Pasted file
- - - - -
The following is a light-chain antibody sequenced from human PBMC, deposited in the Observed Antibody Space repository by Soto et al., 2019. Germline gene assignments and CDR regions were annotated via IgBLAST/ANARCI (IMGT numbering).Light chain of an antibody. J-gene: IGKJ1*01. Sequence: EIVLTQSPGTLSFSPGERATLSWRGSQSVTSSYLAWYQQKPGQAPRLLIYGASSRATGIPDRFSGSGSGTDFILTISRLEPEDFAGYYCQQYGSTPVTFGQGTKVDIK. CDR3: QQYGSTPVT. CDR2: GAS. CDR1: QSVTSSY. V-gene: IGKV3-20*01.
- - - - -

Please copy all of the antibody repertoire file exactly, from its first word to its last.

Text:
The following is a light-chain antibody sequenced from human PBMC, deposited in the Observed Antibody Space repository by Soto et al., 2019. Germline gene assignments and CDR regions were annotated via IgBLAST/ANARCI (IMGT numbering).Light chain of an antibody. J-gene: IGKJ1*01. Sequence: EIVLTQSPGTLSFSPGERATLSWRGSQSVTSSYLAWYQQKPGQAPRLLIYGASSRATGIPDRFSGSGSGTDFILTISRLEPEDFAGYYCQQYGSTPVTFGQGTKVDIK. CDR3: QQYGSTPVT. CDR2: GAS. CDR1: QSVTSSY. V-gene: IGKV3-20*01.